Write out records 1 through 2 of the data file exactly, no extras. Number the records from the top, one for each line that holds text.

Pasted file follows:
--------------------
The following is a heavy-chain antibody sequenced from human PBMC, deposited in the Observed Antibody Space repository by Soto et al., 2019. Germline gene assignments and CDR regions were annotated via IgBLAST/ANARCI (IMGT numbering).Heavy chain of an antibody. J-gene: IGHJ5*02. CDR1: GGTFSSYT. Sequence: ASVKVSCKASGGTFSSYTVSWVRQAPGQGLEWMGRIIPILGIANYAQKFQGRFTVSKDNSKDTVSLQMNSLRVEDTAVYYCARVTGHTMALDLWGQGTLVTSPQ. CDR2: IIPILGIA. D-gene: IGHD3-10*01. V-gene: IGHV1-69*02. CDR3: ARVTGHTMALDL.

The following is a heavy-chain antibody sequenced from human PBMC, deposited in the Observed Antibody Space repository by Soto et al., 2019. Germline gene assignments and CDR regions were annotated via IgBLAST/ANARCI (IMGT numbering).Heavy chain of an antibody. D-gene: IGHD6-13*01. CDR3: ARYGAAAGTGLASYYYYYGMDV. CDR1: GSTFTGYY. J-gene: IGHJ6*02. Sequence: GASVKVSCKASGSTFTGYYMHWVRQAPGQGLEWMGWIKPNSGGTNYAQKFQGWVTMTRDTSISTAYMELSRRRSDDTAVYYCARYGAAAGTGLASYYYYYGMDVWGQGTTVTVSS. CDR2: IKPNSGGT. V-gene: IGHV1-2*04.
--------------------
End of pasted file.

The following is a heavy-chain antibody sequenced from human PBMC, deposited in the Observed Antibody Space repository by Soto et al., 2019. Germline gene assignments and CDR regions were annotated via IgBLAST/ANARCI (IMGT numbering).Heavy chain of an antibody. J-gene: IGHJ5*02. CDR1: GGTFSSYT. Sequence: ASVKVSCKASGGTFSSYTVSWVRQAPGQGLEWMGRIIPILGIANYAQKFQGRFTVSKDNSKDTVSLQMNSLRVEDTAVYYCARVTGHTMALDLWGQGTLVTSPQ. CDR2: IIPILGIA. D-gene: IGHD3-10*01. V-gene: IGHV1-69*02. CDR3: ARVTGHTMALDL.

The following is a heavy-chain antibody sequenced from human PBMC, deposited in the Observed Antibody Space repository by Soto et al., 2019. Germline gene assignments and CDR regions were annotated via IgBLAST/ANARCI (IMGT numbering).Heavy chain of an antibody. D-gene: IGHD6-13*01. CDR3: ARYGAAAGTGLASYYYYYGMDV. CDR1: GSTFTGYY. J-gene: IGHJ6*02. Sequence: GASVKVSCKASGSTFTGYYMHWVRQAPGQGLEWMGWIKPNSGGTNYAQKFQGWVTMTRDTSISTAYMELSRRRSDDTAVYYCARYGAAAGTGLASYYYYYGMDVWGQGTTVTVSS. CDR2: IKPNSGGT. V-gene: IGHV1-2*04.